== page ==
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Clinical studies suggest a familial association between panic disorder and alcohol use disorders but this relationship has not been examined in a representative community sample. To examine the familial association between panic disorder and alcohol use disorders among adults in the community.
Data were drawn from the NESARC, a nationally representative sample of over 43, 000 adults in the United States. Rates of alcohol use disorders were examined using the family history method in first-degree relatives (FDRs) of adults with panic disorder. Analyses were adjusted for demographics, alcohol use disorders in the proband, and anxiety disorders in the FDRs.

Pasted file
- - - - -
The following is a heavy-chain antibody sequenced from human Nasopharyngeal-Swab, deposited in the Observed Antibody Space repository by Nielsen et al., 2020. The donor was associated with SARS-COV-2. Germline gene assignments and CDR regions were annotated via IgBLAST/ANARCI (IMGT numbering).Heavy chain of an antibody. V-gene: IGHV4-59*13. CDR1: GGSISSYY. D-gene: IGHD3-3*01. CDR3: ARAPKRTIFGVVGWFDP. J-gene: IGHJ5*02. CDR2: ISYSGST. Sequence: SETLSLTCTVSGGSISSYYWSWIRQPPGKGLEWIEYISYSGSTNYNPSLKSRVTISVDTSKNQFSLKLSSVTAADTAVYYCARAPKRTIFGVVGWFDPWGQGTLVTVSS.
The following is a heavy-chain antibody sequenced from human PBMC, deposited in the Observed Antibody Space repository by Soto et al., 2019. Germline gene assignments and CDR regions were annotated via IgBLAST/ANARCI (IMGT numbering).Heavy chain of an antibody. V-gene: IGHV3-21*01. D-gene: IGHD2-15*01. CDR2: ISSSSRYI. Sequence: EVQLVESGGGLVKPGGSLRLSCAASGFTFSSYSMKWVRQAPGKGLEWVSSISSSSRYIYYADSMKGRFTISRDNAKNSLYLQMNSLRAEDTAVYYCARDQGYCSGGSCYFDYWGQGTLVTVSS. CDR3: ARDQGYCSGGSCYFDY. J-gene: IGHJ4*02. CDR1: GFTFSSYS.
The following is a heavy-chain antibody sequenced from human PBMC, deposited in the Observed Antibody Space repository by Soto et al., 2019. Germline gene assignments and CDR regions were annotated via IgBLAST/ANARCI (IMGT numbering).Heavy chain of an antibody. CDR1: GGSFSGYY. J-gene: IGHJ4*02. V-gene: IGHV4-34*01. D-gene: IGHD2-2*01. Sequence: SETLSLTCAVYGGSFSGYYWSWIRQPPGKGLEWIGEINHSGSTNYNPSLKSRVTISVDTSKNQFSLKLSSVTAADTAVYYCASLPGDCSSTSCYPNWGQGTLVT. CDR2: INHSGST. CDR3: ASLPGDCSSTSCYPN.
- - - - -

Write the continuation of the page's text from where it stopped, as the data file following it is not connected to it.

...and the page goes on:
First-degree relatives of adults with panic disorder have significantly higher odds of alcohol use disorders, compared with FDRs of adults without panic disorder. These associations persist after adjusting for demographic characteristics, alcohol use disorders in the proband, and anxiety disorders in the FDR's.
Consistent with findings from clinical studies, this is the first population-based study to show a familial link between panic disorder and alcohol use disorders. This association appears independent of the influence of comorbidity of alcohol use disorders and anxiety disorders, suggesting a potential familial and/or genetic pathway. Future longitudinal studies will be needed to further understand the mechanism of this observed association.